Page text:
FOXBORO -- The Patriots made a statement late in the fourth quarter facing a critical third down.
It wasn't that Tom Brady is still at the height of his powers despite being 40 years old. It wasn't that Brandin Cooks has quickly become a trusted target in critical make-or-break situations. Those came later.
The statement that the Patriots made during a third-and-one play with about six minutes remaining in the game was that -- in that moment, at least -- they didn't trust their running game to pick up three feet.
At their own 16-yard line, down 30-28, the Patriots needed one yard to move the chains and breathe life into a potential go-ahead drive. Instead of plowing forward with running back Mike Gillislee, offensive coordinator Josh McDaniels dialed up a pass play that went incomplete to Rob Gronkowski.
The decision spoke volumes.
Through three games this season, the Patriots have converted once when facing third-and-one (1-for-4) or fourth-and-one (0-for-2).
"We’ve got to obviously do a better job of coaching it and a better job of executing it and be better in that situation," Bill Belichick said on Wednesday. "I mean, that’s a key situation. If you can’t get a yard in this league, then that’s going to eventually catch up to you. It already has, but it will continue to be a problem if we’re not able to get that yard offensively.
"Defensively, percentages are with the offense in that situation, so a stop there is a big stop. But, realistically, you’re not going to be 80 percent on defense in that situation. Offensively, that’s where you’d like to be."
The Patriots aren't close to where they'd like to be. They failed on two third-and-one opportunities in their win over the Texans, both coming in the fourth quarter. Before the late-game third-down attempt to Gronkowski, on the previous drive, the Patriots handed to Gillislee on the Patriots 34-yard line to pick up a yard. Left tackle Nate Solder gave ground to Texans defensive lineman Christian Covington, and Gillislee was stopped for no gain.
Against the Chiefs in Week 1, Gillislee was stopped twice on fourth-and-one runs in Kansas City territory.
In his first season with the Patriots, Gillislee's ability to run through contact (1.8 yards after contact per carry) hasn't been what it was in 2016 (3.3). He's made four tacklers miss on 45 attempts this season, a rate that's down from last year when he made 16 tacklers miss on 101 attempts with the Bills, per Pro Football Focus.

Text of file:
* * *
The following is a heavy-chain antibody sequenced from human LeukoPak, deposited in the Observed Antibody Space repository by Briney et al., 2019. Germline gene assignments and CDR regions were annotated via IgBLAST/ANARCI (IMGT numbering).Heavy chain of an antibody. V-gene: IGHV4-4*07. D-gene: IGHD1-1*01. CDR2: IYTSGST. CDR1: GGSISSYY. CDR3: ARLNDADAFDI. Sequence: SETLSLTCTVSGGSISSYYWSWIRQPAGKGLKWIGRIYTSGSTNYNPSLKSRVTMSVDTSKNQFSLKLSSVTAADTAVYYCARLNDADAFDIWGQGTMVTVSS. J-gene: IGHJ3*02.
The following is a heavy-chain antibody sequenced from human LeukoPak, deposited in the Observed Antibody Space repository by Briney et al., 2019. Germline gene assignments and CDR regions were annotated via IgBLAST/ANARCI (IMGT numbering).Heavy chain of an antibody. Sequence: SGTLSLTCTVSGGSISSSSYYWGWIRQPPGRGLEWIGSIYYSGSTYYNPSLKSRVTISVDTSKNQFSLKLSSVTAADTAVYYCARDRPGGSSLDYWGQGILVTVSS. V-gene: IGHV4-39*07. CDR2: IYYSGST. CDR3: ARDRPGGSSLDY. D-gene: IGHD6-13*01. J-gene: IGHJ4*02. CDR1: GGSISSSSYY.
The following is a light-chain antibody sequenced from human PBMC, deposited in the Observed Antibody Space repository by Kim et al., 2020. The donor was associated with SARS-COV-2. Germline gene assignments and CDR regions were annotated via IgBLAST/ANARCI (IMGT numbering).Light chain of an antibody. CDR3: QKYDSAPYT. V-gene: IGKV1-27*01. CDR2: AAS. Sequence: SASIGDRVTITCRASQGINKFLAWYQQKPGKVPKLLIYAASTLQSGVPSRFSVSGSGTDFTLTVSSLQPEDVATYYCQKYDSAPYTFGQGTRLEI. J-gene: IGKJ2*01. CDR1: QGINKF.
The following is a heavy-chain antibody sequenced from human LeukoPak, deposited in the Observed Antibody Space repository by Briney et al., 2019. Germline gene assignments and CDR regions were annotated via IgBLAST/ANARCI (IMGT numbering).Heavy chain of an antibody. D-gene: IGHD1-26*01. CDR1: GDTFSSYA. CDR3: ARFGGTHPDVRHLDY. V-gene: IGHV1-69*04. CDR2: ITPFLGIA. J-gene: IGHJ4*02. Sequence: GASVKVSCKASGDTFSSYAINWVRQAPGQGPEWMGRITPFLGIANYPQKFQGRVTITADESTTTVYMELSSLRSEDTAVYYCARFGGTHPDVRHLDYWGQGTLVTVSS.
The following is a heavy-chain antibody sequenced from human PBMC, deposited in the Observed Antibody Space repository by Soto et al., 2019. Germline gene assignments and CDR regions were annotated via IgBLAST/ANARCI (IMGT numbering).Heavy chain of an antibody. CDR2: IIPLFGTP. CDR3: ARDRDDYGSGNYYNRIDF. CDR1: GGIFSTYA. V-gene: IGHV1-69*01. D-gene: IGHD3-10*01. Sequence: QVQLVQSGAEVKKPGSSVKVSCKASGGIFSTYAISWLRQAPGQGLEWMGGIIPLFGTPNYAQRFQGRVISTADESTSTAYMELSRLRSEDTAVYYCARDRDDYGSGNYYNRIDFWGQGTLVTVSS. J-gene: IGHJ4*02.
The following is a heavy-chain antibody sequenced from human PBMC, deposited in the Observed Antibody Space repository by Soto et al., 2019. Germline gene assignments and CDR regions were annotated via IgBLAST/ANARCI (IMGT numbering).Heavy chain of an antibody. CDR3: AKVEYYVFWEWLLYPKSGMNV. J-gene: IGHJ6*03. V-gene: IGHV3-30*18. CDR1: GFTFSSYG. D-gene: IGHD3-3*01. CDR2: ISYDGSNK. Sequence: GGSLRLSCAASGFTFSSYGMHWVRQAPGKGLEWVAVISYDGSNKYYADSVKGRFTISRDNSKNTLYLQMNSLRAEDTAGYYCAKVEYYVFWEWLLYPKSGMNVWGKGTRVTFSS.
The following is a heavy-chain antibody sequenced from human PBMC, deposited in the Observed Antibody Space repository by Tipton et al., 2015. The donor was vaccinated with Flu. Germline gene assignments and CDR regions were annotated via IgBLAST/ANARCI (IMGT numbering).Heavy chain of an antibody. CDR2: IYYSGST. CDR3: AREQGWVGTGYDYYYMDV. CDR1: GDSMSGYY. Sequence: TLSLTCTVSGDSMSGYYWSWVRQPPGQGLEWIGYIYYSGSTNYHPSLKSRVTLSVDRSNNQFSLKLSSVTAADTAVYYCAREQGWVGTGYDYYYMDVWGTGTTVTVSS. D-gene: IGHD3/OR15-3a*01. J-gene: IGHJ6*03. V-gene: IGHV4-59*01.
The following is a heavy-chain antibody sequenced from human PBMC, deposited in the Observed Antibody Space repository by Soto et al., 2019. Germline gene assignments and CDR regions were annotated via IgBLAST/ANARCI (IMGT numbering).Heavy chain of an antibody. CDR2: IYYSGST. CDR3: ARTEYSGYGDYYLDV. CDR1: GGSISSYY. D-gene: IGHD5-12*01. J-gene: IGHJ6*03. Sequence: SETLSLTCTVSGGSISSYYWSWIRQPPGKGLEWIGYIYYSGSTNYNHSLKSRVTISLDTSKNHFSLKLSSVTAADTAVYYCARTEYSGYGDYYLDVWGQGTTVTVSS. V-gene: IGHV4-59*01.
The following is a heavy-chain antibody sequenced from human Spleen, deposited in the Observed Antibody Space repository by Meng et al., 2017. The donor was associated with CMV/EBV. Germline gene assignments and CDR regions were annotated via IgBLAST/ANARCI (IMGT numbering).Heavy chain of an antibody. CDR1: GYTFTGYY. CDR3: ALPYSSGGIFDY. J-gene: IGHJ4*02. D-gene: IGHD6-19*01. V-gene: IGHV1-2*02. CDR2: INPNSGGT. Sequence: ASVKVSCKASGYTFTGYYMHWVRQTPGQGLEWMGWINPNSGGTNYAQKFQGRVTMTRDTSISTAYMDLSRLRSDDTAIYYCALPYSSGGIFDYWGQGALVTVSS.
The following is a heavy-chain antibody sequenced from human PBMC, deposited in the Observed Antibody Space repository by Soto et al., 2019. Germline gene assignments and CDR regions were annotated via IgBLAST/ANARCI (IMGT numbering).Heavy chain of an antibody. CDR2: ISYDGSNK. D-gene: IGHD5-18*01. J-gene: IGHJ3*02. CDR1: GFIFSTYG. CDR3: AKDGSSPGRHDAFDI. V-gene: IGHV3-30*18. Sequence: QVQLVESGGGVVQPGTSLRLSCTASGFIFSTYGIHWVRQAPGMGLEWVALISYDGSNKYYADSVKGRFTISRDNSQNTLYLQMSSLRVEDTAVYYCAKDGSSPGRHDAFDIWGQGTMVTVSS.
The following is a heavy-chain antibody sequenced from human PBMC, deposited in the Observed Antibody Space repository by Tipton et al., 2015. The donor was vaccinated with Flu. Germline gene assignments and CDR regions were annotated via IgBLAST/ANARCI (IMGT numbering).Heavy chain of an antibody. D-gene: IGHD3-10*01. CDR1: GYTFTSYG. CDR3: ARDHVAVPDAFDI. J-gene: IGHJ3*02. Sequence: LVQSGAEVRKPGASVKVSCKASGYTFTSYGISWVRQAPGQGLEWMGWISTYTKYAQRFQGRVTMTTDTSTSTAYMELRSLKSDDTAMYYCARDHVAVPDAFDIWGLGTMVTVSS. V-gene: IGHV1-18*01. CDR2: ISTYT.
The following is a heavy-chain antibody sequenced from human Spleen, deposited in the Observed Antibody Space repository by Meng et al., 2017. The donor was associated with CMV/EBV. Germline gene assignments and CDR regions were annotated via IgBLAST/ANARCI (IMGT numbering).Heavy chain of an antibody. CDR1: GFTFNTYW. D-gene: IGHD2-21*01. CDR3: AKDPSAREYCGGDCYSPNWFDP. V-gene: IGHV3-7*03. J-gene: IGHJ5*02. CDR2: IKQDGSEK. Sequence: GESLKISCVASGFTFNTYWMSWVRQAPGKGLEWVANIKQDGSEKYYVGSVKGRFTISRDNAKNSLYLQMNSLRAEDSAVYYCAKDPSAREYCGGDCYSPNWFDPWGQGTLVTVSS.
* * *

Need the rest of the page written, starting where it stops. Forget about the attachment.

But having limited space near the line of scrimmage seems to have inhibited Gillislee's ability to create yards on his own.
"I mean, in the end, it usually comes down to fundamentals," Belichick said. "You’ve got to block them, or you’ve got to defeat a block and make the play. The numbers are the numbers. I mean, nobody’s going to run a play and cut a guy loose in the hole, so the guy that you let go is usually the guy furthest away from the play. It doesn’t mean he’s out of the play, but it’s usually the guy furthest away who has the point of attack. Whoever knocks the line of scrimmage back is probably going to have an edge on the play.
"The passing game can factor in there, too. Sometimes if you don’t need a lot of yardage, you’re kind of reluctant to go through putting the ball in the air, protecting, running routes and all that when he can just hand it off for a yard, but you’ve got to be able to make that yard."
The Patriots must have felt like they couldn't make a yard late in the fourth quarter by running against the Texans. Playing against a front with less talent than Houston's may give them more confidence going forward. So should the return of Marcus Cannon (dealing with a concussion and ankle injury), whenever that happens.
But until Patriots backs and linemen prove they can execute in short-yardage situations, McDaniels may continue to lean on Brady's arm in those spots. To this point, his running game hasn't left him much choice.